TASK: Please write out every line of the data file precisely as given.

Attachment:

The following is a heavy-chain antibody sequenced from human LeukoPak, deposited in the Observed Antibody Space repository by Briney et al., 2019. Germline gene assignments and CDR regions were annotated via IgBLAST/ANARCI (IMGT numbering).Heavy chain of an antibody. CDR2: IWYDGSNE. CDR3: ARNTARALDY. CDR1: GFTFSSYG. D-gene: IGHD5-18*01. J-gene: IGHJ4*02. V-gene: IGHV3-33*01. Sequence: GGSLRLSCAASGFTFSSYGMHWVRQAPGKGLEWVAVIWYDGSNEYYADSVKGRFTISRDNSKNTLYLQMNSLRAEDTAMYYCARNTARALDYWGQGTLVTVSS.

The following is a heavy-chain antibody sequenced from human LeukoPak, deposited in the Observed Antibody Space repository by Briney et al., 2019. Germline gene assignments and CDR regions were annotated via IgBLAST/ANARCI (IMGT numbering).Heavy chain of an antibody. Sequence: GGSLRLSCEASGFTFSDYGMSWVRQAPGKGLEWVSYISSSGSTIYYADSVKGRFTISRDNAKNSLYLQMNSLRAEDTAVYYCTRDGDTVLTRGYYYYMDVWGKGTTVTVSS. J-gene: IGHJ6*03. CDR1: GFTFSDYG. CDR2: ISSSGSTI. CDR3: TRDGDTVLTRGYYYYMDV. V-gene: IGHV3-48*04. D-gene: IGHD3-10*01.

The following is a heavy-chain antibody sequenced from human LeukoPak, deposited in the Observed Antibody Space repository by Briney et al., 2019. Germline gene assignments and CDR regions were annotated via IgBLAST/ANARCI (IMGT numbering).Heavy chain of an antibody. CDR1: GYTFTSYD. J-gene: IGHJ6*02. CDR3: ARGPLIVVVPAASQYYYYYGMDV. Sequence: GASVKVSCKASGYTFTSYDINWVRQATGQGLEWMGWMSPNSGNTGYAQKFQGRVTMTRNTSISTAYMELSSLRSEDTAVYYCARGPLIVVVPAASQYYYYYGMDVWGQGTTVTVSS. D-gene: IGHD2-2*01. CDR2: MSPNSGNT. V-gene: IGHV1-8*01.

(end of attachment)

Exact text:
The following is a heavy-chain antibody sequenced from human LeukoPak, deposited in the Observed Antibody Space repository by Briney et al., 2019. Germline gene assignments and CDR regions were annotated via IgBLAST/ANARCI (IMGT numbering).Heavy chain of an antibody. CDR2: IWYDGSNE. CDR3: ARNTARALDY. CDR1: GFTFSSYG. D-gene: IGHD5-18*01. J-gene: IGHJ4*02. V-gene: IGHV3-33*01. Sequence: GGSLRLSCAASGFTFSSYGMHWVRQAPGKGLEWVAVIWYDGSNEYYADSVKGRFTISRDNSKNTLYLQMNSLRAEDTAMYYCARNTARALDYWGQGTLVTVSS.

The following is a heavy-chain antibody sequenced from human LeukoPak, deposited in the Observed Antibody Space repository by Briney et al., 2019. Germline gene assignments and CDR regions were annotated via IgBLAST/ANARCI (IMGT numbering).Heavy chain of an antibody. Sequence: GGSLRLSCEASGFTFSDYGMSWVRQAPGKGLEWVSYISSSGSTIYYADSVKGRFTISRDNAKNSLYLQMNSLRAEDTAVYYCTRDGDTVLTRGYYYYMDVWGKGTTVTVSS. J-gene: IGHJ6*03. CDR1: GFTFSDYG. CDR2: ISSSGSTI. CDR3: TRDGDTVLTRGYYYYMDV. V-gene: IGHV3-48*04. D-gene: IGHD3-10*01.

The following is a heavy-chain antibody sequenced from human LeukoPak, deposited in the Observed Antibody Space repository by Briney et al., 2019. Germline gene assignments and CDR regions were annotated via IgBLAST/ANARCI (IMGT numbering).Heavy chain of an antibody. CDR1: GYTFTSYD. J-gene: IGHJ6*02. CDR3: ARGPLIVVVPAASQYYYYYGMDV. Sequence: GASVKVSCKASGYTFTSYDINWVRQATGQGLEWMGWMSPNSGNTGYAQKFQGRVTMTRNTSISTAYMELSSLRSEDTAVYYCARGPLIVVVPAASQYYYYYGMDVWGQGTTVTVSS. D-gene: IGHD2-2*01. CDR2: MSPNSGNT. V-gene: IGHV1-8*01.